But let’s not confuse omnichannel with multichannel. “Omni” is a Latin prefix that implies “everyone”, and by joining it with “channel”, we mean that the experience is unified. In the case of “multichannels”, the services run in parallel. This happens, for example, if we go to a physical store that has a separate sales service on the Web: that is a multichannel.

The omnichannel experience allows a user to select, say, an electric guitar on the Web from a music store, then go to the physical store to test it before completing their purchase using their smartphone. Or buy a vehicle, or maybe visualize an apartment online before renting it or scheduling a leisure trip. Omnichannel systems are now available for every need.

“The service we provide is of a very high quality,” explains Azalea García. “The vision of omnichannel is that the quality of the personnel and the technical knowledge they have is more directed to the experience they are going to work with. For example, in health services or in technology areas. At Strategic Minds we focus on transmitting that culture and being very focused on the service that our workers are going to provide.”

Omnichannel: response in times of COVID

In these times of the crisis caused by COVID-19, it makes even more sense to implement omnichannel systems. Let's look at some direct benefits:

Benefits of an omnichannel system

  • Reduction of operating costs
  • Customer loyalty
  • Improved perception of your brand
  • Optimization of resources
  • Increase in the quality of the service provided

From small personal or family businesses to start-ups, SMEs and large companies, all migrated between 2020-2021 to digital interactions due to the pandemic. This has led companies such as Inditex –owner of Zara– to increase digital sales by 74% in the first half of 2020, also announcing omnichannel modalities such as Click & Go, Click & Find and Click & Try.

“Today, consumers expect to buy on the computer, the phone, or standing in a store and choose delivery home, in the same store, in a predetermined location or in the trunk of their car,” explains Carlos Cordon, a researcher on the matter. “A salesperson who cannot do this loses between 10 and 30% of his sales."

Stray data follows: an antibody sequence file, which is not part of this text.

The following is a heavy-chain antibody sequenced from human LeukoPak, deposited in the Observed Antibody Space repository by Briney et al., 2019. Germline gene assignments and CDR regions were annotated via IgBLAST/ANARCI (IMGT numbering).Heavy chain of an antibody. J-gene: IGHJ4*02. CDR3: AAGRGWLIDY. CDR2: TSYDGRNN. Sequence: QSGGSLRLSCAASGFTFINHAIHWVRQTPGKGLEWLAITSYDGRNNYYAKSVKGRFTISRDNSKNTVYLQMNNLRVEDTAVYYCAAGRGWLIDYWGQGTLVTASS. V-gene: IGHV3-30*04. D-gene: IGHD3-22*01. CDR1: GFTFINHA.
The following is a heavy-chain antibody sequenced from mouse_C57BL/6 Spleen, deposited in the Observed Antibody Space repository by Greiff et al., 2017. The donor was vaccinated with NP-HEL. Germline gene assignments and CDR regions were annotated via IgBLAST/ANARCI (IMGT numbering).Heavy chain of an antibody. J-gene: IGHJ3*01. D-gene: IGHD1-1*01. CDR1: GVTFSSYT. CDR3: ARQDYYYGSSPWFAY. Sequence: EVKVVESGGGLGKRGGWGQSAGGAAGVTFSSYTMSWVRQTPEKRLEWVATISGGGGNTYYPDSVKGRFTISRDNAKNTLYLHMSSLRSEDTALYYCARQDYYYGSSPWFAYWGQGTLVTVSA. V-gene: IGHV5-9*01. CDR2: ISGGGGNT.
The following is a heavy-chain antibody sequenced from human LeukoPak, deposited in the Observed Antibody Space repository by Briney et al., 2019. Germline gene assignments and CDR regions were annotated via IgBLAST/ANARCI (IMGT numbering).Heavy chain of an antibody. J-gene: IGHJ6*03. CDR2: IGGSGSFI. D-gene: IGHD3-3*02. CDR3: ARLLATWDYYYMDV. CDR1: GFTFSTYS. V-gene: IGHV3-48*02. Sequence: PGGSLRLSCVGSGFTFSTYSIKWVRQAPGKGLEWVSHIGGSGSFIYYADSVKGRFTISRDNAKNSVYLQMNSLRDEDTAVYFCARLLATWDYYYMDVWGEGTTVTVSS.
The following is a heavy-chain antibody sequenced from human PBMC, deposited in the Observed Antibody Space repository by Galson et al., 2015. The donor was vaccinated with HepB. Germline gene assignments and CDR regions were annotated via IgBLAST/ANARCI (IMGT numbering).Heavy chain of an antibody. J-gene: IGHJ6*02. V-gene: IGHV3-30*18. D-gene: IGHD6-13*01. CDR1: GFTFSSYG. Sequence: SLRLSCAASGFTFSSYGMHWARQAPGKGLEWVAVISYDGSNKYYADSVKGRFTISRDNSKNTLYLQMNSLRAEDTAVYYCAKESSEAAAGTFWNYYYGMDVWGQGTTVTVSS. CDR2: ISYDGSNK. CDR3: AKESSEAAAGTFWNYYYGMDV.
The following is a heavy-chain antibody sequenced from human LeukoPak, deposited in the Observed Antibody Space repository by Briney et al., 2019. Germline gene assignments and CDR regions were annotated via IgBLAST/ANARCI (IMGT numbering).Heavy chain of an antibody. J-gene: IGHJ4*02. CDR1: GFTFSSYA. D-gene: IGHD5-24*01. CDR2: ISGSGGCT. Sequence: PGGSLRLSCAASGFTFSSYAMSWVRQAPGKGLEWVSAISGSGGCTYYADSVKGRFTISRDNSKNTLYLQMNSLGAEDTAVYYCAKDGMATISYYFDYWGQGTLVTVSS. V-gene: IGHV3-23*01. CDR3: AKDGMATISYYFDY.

Like all great changes, the omnichannel revolution requires sharpening objectives, and many of the functions of an organization such as IT, supply chain, marketing, stores, and sales force. It is a path of success that can redefine not only success but even the survival of your business against competitors.

Taking the first step is on your side.

About Strategic Minds

Strategic Minds, established in 2011 by Hebé Lugo in Puerto Rico, is a consulting firm specialized in marketing and sales strategies that provides ommichannel services in Latin America and the United States. Strategic Minds’ Multi-Channel Contact Center staff have extensive experience employing strategies to increase our clients’ sales, helping them make smart decisions on their growth journey. Strategic Minds is responsible for implementing improvements in your business, operations, culture, marketing, sales, and all areas where sustained growth and a profitable operation can be generated.

About Hebé Lugo

Hebé Lugo has more than twenty years of experience and has established itself as a recognized leader in strategy matters, successfully executing its vision of creating a consulting firm that meets the needs of medium-sized companies, assisting together with the Strategic Minds team in the transformation of its processes and structure to compete in the global market.